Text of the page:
Five years have passed since legal amendments were adopted that gave rise to what is known as the second-generation National Health Insurance (NHI) program. At the time, a decade of research and discussion by about 100 academics had produced a proposal to adopt a system of collecting insurance contributions based on total household income.
However, at that key moment in the legislative process, the Ministry of Finance, along with legislators who focus on financial matters, conspired to overturn this proposal. Instead, a twin-track system was adopted that incorporates supplementary premiums — an arrangement that fleeces premium payers twice over and weighs the scales even more unevenly than had previously been the case.
During the two years since this system was implemented, there have been widespread protests over unfairness caused by supplementary premiums, while people in the healthcare profession have been sounding the alarm over the critical shortage of NHI contributions. Nonetheless, the Ministry of Health and Welfare has announced that we will have to wait three years before it even proposes a plan for new amendments to the NHI system.
Meanwhile, senior officials promise that NHI contributions will not go up before 2017. However, the Liberty Times recently reported that Taiwan’s twin phenomena of smaller families and an aging population mean that the NHI’s revenue will not be able to cover its expenditure in three years’ time. This report is backed up by the latest research which casts doubt on the claim that supplementary premiums were a big step forward, and it highlights the urgency of immediately amending the law to collect contributions based on total household income.
Research published in the latest issue of the Taiwan Journal of Public Health by academics Liang Ching-yang (梁景洋) and Cheng Ching-hsia (鄭清霞) shows that supplementary NHI premiums are a measure that can only alleviate the program’s financial troubles in the short term, and cannot resolve the imbalance in NHI revenue and expenditure in the long term. As people figure out ways to avoid paying NHI contributions, the prospects for future revenue are not good. Consequently, amendments to the law cannot be delayed and pressure to make the necessary amendments will make itself felt before very long.
Harvard University professor William Hsiao (蕭慶倫), a leading consultant for the nation’s health insurance system, said at a recent symposium marking the 20th anniversary of Taiwan’s NHI that the problem of insufficient revenue for the system arises from the fact that its funding base is too narrow, concentrated as it is on the salary-earning class. The founding fathers of the NHI, such as former department of health minister Yaung Chih-liang (楊志良) and public health professor Wu Kai-hsun (吳凱勳), are also highly critical of the supplementary premium system. They say they would like to see the Ministry of Health and Welfare get on with amending the law this year, while the NHI’s finances are relatively stable.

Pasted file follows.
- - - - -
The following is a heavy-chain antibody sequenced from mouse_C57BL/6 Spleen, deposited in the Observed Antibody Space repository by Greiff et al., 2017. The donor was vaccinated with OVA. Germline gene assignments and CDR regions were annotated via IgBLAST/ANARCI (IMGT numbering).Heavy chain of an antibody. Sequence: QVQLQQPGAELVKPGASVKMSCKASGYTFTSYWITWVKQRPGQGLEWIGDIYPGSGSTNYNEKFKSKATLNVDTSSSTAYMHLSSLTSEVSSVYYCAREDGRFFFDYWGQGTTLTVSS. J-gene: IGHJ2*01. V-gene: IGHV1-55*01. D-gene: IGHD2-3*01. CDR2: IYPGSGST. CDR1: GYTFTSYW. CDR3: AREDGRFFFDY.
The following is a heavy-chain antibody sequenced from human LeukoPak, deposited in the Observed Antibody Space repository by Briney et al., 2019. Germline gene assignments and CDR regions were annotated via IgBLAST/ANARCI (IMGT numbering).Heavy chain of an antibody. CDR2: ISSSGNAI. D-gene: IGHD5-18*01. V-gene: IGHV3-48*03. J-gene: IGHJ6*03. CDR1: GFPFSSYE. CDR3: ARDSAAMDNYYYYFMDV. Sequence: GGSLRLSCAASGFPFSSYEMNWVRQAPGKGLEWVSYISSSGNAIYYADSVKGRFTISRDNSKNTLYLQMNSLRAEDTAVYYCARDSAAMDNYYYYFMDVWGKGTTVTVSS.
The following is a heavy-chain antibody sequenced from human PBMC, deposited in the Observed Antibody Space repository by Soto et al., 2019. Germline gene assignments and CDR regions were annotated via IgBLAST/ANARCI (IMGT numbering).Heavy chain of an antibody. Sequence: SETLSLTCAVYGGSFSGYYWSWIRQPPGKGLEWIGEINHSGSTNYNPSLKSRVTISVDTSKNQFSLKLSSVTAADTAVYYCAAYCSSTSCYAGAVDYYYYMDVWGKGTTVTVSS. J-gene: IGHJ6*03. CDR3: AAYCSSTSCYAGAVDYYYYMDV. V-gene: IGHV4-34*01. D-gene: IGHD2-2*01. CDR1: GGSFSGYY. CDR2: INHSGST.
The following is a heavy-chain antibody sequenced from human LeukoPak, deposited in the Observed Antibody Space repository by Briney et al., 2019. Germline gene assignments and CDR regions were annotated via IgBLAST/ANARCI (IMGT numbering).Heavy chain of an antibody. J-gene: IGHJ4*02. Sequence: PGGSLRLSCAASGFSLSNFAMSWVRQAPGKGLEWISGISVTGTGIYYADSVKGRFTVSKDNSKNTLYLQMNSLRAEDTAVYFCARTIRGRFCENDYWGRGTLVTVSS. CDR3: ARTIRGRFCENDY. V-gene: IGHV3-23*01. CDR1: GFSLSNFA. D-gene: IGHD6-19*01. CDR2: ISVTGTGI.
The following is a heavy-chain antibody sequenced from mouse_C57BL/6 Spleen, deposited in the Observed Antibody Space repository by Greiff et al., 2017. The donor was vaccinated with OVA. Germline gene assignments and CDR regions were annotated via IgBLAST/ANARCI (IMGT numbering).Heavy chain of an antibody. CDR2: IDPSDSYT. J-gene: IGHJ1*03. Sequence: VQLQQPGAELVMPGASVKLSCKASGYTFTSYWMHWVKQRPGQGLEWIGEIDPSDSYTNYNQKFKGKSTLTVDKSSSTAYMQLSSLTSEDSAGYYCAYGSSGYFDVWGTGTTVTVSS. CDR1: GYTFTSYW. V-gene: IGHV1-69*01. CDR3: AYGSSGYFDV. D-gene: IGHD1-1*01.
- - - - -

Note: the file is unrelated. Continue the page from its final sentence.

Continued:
However, the government is still putting off making the necessary changes, saying that the issue can be discussed in three years’ time. Futhermore, no legislators have proposed amending the law to bring in a system of insurance contributions based on total household income.
Another worrying thing is that the ministry is seeking to do the same thing again by copying the supplementary premium system in its plans for long-term care insurance. This is likely to cause even more discontent, impacting people’s willingness to pay contributions and obstructing implementation of the system.
The Taiwan Healthcare Reform Foundation believes that the greatest challenges faced by the NHI are stagnant wages and the falling number of employed people who are able to pay NHI contributions. However, this crisis is also a great opportunity for the government to start levying contributions based on total household income. Such a change would reverse the unjust situation in which salary earners bear the greater part of the burden of the NHI’s finances.
Past experience shows that each round of amendments to the National Health Insurance Act (全民健康保險法) takes five to 10 years to get off the ground. The government knows perfectly well where the problem lies, and a draft amendment has been available for a long time.
How can we allow the government to go on delaying for another three years, while continuing to exploit families who have to get by on stagnant wages and have no way to avoid paying contributions?
We would like to see the executive and legislative arms of government get straight down to the job of amending the law and reorienting the system to levy NHI contributions based on total household income. It would be foolish to delay such a move until three years from now, while the NHI slips deeper and deeper into a financial coma. Only if prompt action is taken will the NHI still be around 20 years from now.
Liu Mei-chun is chairwoman of the Taiwan Healthcare Reform Foundation and Shen Pei-han is a researcher at the foundation.
Translated by Julian Clegg
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